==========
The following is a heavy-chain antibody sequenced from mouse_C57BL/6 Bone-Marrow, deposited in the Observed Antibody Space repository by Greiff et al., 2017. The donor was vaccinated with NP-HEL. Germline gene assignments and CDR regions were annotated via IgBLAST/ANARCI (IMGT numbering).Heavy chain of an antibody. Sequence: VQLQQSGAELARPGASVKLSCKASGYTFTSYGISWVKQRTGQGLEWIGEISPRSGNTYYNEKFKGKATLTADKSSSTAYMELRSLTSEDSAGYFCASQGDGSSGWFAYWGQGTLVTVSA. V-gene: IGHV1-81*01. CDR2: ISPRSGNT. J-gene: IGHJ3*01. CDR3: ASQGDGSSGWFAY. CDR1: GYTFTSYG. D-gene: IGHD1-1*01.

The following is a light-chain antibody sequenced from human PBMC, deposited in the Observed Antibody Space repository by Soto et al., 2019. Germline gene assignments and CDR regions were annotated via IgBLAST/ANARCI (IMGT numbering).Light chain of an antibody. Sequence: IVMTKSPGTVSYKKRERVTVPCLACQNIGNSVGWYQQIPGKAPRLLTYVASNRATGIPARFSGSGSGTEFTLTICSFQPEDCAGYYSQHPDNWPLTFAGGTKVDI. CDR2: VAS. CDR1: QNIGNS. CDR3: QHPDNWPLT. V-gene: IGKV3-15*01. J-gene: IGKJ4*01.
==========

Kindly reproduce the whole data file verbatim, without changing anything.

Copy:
The following is a heavy-chain antibody sequenced from mouse_C57BL/6 Bone-Marrow, deposited in the Observed Antibody Space repository by Greiff et al., 2017. The donor was vaccinated with NP-HEL. Germline gene assignments and CDR regions were annotated via IgBLAST/ANARCI (IMGT numbering).Heavy chain of an antibody. Sequence: VQLQQSGAELARPGASVKLSCKASGYTFTSYGISWVKQRTGQGLEWIGEISPRSGNTYYNEKFKGKATLTADKSSSTAYMELRSLTSEDSAGYFCASQGDGSSGWFAYWGQGTLVTVSA. V-gene: IGHV1-81*01. CDR2: ISPRSGNT. J-gene: IGHJ3*01. CDR3: ASQGDGSSGWFAY. CDR1: GYTFTSYG. D-gene: IGHD1-1*01.

The following is a light-chain antibody sequenced from human PBMC, deposited in the Observed Antibody Space repository by Soto et al., 2019. Germline gene assignments and CDR regions were annotated via IgBLAST/ANARCI (IMGT numbering).Light chain of an antibody. Sequence: IVMTKSPGTVSYKKRERVTVPCLACQNIGNSVGWYQQIPGKAPRLLTYVASNRATGIPARFSGSGSGTEFTLTICSFQPEDCAGYYSQHPDNWPLTFAGGTKVDI. CDR2: VAS. CDR1: QNIGNS. CDR3: QHPDNWPLT. V-gene: IGKV3-15*01. J-gene: IGKJ4*01.